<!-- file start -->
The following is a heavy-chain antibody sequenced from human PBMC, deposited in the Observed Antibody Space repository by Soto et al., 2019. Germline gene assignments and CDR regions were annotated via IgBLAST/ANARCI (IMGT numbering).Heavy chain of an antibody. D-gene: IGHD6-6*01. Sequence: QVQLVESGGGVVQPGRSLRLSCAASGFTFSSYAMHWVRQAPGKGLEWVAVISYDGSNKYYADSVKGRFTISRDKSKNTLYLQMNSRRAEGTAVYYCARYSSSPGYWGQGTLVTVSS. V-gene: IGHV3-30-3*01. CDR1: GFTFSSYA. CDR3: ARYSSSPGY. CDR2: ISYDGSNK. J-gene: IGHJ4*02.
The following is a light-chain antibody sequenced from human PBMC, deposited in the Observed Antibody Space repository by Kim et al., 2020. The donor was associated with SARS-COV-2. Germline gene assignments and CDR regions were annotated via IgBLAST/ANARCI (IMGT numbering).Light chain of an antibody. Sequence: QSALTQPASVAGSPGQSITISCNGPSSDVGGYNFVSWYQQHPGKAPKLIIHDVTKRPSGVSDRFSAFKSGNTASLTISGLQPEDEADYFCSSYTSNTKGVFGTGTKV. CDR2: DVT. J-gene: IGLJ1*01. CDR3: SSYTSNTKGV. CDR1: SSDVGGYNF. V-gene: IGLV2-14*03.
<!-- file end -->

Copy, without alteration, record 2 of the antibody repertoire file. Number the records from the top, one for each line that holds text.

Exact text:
The following is a light-chain antibody sequenced from human PBMC, deposited in the Observed Antibody Space repository by Kim et al., 2020. The donor was associated with SARS-COV-2. Germline gene assignments and CDR regions were annotated via IgBLAST/ANARCI (IMGT numbering).Light chain of an antibody. Sequence: QSALTQPASVAGSPGQSITISCNGPSSDVGGYNFVSWYQQHPGKAPKLIIHDVTKRPSGVSDRFSAFKSGNTASLTISGLQPEDEADYFCSSYTSNTKGVFGTGTKV. CDR2: DVT. J-gene: IGLJ1*01. CDR3: SSYTSNTKGV. CDR1: SSDVGGYNF. V-gene: IGLV2-14*03.